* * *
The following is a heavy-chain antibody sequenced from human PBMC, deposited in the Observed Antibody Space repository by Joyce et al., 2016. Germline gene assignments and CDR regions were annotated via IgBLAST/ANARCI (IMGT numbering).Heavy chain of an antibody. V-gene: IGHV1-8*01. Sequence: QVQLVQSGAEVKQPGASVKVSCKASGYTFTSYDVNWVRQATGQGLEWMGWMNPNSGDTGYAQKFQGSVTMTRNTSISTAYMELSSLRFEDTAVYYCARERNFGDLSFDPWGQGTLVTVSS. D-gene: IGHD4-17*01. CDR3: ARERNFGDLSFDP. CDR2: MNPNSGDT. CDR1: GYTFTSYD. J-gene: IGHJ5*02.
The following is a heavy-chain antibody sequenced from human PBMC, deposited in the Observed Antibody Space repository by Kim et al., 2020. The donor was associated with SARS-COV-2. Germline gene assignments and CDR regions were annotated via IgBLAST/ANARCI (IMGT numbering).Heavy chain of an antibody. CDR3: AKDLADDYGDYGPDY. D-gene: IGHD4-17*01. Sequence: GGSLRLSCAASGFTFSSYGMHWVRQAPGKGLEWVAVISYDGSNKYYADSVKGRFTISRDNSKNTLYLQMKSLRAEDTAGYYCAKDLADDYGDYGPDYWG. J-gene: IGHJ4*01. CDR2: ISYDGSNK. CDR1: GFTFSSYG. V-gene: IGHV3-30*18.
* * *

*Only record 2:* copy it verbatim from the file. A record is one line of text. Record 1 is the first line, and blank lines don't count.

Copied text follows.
The following is a heavy-chain antibody sequenced from human PBMC, deposited in the Observed Antibody Space repository by Kim et al., 2020. The donor was associated with SARS-COV-2. Germline gene assignments and CDR regions were annotated via IgBLAST/ANARCI (IMGT numbering).Heavy chain of an antibody. CDR3: AKDLADDYGDYGPDY. D-gene: IGHD4-17*01. Sequence: GGSLRLSCAASGFTFSSYGMHWVRQAPGKGLEWVAVISYDGSNKYYADSVKGRFTISRDNSKNTLYLQMKSLRAEDTAGYYCAKDLADDYGDYGPDYWG. J-gene: IGHJ4*01. CDR2: ISYDGSNK. CDR1: GFTFSSYG. V-gene: IGHV3-30*18.